In recent years, mental health advocates have begun using self-portraits as a tool to help people track their mental health. Taking a picture of yourself every day is not only fun, but it also helps you maintain perspective on your moods and feelings. It's also a great way to document the changes in your appearance that often accompany depression or anxiety—changes like weight gain or loss, skin problems, or even changes in posture. By taking pictures on a regular basis, you can track these physical changes that are often the first indicators of an issue with your mental health. If you notice any of these changes happening over time, it might be time to talk to someone about what's going on with you.
5) Make lists of things you like about yourself
Creating a list of things that you like about yourself can seem silly, but it’s a great way to track your mental health. When you write down a list of all the things you like about yourself, you should be able to find some positive traits that you might have forgotten existed. It also helps to get your mind off of negative emotions associated with your depression or anxiety, and it allows you to focus on something more positive.
You may even want to start writing down a memory or an event that made you happy. Then, write down the reason why it made you happy. For example: You got a perfect score on your math test, because you studied extra hard for it and worked through problems until they made sense to you! Or maybe: You got promoted by your boss.
This is also a good time to think of accomplishments big and small that have happened in the last year. Maybe this was the year that you finally applied for your dream job or started saving money for a vacation. Maybe this was the year that you finally got out of bed before noon on weekends! Whatever it is, don’t be afraid to take credit for those accomplishments!
6) Color in a mandala coloring book
Coloring in a precise, repeating pattern is a form of art therapy that can help relieve stress and anxiety. The creative process of drawing and coloring mandalas can also be an effective way to track mental health over time. As you color in your mandala, take note of the colors you chose and how it made you feel at the time. If you're feeling rushed or anxious, your coloring may appear haphazard. Conversely, if you're feeling calm and relaxed, your coloring will likely be more precise and thoughtful. You can keep a journal of each mandala you color, noting the date when you colored it and how you were feeling at the time. You can also keep track of whether or not you were taking your depression medication on that particular day. This will help you recognize patterns in your moods that may correlate with certain events or times of year—and as a result, will help you improve them quickly.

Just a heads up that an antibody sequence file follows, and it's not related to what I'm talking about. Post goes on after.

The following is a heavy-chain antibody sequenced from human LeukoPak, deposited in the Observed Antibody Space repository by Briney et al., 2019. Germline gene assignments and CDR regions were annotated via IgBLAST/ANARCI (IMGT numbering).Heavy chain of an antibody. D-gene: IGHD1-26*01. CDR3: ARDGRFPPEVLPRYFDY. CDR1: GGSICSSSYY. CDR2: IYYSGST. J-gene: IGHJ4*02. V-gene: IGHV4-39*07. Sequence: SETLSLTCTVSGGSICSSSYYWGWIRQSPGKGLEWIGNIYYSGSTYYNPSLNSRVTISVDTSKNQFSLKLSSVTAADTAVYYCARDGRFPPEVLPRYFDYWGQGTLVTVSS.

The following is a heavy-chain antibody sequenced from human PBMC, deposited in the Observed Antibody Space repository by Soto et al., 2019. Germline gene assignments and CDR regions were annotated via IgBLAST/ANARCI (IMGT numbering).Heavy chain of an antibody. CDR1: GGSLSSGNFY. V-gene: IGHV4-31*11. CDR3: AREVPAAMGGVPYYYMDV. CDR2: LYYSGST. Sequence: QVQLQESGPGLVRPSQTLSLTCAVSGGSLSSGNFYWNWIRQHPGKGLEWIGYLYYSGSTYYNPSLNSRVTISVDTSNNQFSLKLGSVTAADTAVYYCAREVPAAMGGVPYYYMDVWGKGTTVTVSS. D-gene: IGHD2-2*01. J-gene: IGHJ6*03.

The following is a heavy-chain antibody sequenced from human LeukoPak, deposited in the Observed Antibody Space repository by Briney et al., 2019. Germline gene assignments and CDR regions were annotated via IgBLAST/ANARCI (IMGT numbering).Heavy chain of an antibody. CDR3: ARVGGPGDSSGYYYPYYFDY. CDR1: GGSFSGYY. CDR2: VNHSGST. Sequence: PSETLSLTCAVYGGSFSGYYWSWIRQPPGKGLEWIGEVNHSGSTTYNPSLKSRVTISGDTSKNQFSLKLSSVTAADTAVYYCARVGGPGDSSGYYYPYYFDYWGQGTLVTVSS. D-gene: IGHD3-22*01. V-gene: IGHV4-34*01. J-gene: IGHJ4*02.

7) Create a vision board
Many of us have our favorite things—hobbies, activities, songs and more—that somehow leave us feeling refreshed and renewed. Maybe you feel energized by a great workout. Or your creative side lights up when you're able to express yourself through art. Whatever it is that makes you feel good and helps you cope with life's challenges, the thing is, it's unique to you!
One such way to capture those feelings is by creating a vision board—a collection of images and words that depict what inspires you. Since a vision board is so incredibly personal, it helps you focus on your individual needs and what makes you happy. You can include anything that inspires positive emotions: photos of people who make you laugh or smile, phrases that are meaningful to you or quotes from people who inspire you. The possibilities are endless!
The best part about creating a vision board? There's no right way to do it! There are no rules about what goes on your vision board—it can be as simple or elaborate as you'd like. What matters most is that it expresses who you are and what makes you feel good.
If getting back on a normal routine proves too difficult, don't hesitate to reach out for help. There is no shame in seeking assistance when you're feeling overwhelmed. You deserve to have a fulfilling life, and quitting is never the answer. Keeping track of your mental health can be gratifying and empowering, but – more than anything – it's always best to seek professional help from a psychologist if you need it.